Why Don’t We See Real Education Reform? Because of Powerful Special Interest Groups
Jay Greene, the endowed chair of education reform at the University of Arkansas and a senior fellow at the Manhattan Institute for Policy Research, wrote this in the New York Sun on February 21, 2007:
“The safe thing is to make bland declarations about the need to improve the quality of education without getting into any of the messy particulars that might be necessary to produce a better education. Changing the status quo in education almost certainly requires ruffling someone’s feathers, but doing that is almost certainly bad for business.
In part this is why we see highly successful entrepreneurs who survive in a world of ruthless competition abandon these business principles when they turn to education philanthropy. People who would never endorse the idea that businesses should be granted local monopolies, offer workers lifetime tenure, or pay employees based solely on seniority, embrace a status quo public system that has all of these features.”
It’s time for some straight talk about the situation here in Illinois. Our public school system continues to fail students, parents, and taxpayers in its Illinois Constitutional duty to provide “an efficient system of high quality public educational institutions and services.”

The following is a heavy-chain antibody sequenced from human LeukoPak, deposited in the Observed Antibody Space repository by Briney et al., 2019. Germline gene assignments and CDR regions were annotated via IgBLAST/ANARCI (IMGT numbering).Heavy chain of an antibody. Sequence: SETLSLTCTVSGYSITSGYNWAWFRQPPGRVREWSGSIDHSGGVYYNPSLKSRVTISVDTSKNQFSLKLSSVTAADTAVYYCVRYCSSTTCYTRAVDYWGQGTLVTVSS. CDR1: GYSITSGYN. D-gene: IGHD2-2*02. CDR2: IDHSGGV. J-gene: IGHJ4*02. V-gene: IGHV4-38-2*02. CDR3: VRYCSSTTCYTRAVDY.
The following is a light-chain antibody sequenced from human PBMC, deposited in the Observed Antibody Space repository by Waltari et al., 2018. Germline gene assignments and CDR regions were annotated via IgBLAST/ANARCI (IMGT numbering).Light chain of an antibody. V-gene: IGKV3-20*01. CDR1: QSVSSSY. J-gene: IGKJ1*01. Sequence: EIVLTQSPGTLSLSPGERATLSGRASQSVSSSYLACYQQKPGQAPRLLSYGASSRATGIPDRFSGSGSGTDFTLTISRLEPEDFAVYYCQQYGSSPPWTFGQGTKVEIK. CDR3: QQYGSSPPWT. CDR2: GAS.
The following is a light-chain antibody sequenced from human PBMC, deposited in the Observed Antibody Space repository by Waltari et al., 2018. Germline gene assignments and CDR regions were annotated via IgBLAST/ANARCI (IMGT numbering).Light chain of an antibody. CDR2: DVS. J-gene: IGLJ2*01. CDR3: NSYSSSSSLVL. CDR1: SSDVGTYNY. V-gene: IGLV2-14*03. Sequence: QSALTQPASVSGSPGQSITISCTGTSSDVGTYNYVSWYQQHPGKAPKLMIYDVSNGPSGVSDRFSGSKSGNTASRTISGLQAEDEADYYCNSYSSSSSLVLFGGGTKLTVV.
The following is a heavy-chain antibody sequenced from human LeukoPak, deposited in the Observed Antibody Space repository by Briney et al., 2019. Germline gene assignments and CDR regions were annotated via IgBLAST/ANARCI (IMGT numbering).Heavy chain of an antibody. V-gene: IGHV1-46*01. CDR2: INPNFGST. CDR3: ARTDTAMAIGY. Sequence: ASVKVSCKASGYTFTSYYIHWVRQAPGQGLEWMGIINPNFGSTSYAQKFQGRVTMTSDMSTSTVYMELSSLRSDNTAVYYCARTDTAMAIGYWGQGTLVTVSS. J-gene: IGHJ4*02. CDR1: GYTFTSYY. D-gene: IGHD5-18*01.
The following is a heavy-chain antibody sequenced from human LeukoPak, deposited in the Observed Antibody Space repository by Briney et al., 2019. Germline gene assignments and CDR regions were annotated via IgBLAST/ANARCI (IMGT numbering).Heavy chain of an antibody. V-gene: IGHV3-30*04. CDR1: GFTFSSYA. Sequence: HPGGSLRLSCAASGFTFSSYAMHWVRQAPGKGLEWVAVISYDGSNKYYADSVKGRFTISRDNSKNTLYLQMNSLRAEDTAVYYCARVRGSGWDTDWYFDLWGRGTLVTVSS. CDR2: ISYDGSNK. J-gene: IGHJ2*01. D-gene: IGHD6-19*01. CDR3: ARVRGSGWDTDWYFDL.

On the quality side, the test scores graph shows a flat-line. details.
On the efficiency side, taxpayers have been increasing funding at levels substancially better than the rate of inflation for more than twenty years and yet 80 percent of school districts are in deficit spending.
Why do we fail to see real school reform – on both fronts – after many many years of debate? It’s quite simple, actually. State legislators, the people with the power to force real change, cower in fear in the face of the teachers unions.
As a result, the discussion about how to improve the academic performance and financial management of the public schools isn’t conducted based on the facts of what’s been proven to work. Nothing matters but money – the call for ever more money.
The public school establishment would like you to believe they’re the experts, and it’s their expertise that’s being heeded. The truth is, they’ve had plenty of time to get the job done. Unfortunately, those who can – do; those who can’t – call for higher funding levels.
Here’s a nice summation of the unions from thehiddencostoftenure.com:
The two ‘”most powerful interest groups in Springfield are the state’s teacher unions – the Illinois Education Association and the Illinois Federation of Teachers.
During the past 12 years, the IEA has contributed $10.5 million to statehouse candidates, while the IFT has donated $5.5 million, according to records filed with the Illinois State Board of Elections.
Of all political contributors during that period, the IEA ranked first and the IFT ranked third, outpacing traditional political heavyweights such as power companies, manufacturers and trial lawyers.”
The good news is that the solution is also simple. Competition works, monopolies don’t.
We need to give parents the right of choice via the voucher: the money should follow the kids – the kids shouldn’t belong to the school district.
This will force the schools to compete for students. They will then have to improve – on both fronts.